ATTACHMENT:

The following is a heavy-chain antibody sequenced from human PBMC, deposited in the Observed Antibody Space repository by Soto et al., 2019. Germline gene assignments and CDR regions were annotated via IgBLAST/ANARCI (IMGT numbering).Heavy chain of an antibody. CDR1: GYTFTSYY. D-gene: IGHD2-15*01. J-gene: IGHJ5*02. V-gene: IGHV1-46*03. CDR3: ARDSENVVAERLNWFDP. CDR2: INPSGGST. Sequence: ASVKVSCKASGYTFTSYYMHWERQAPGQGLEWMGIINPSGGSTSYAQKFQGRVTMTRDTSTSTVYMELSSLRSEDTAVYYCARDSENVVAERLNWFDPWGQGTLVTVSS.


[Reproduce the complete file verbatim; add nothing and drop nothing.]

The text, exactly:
The following is a heavy-chain antibody sequenced from human PBMC, deposited in the Observed Antibody Space repository by Soto et al., 2019. Germline gene assignments and CDR regions were annotated via IgBLAST/ANARCI (IMGT numbering).Heavy chain of an antibody. CDR1: GYTFTSYY. D-gene: IGHD2-15*01. J-gene: IGHJ5*02. V-gene: IGHV1-46*03. CDR3: ARDSENVVAERLNWFDP. CDR2: INPSGGST. Sequence: ASVKVSCKASGYTFTSYYMHWERQAPGQGLEWMGIINPSGGSTSYAQKFQGRVTMTRDTSTSTVYMELSSLRSEDTAVYYCARDSENVVAERLNWFDPWGQGTLVTVSS.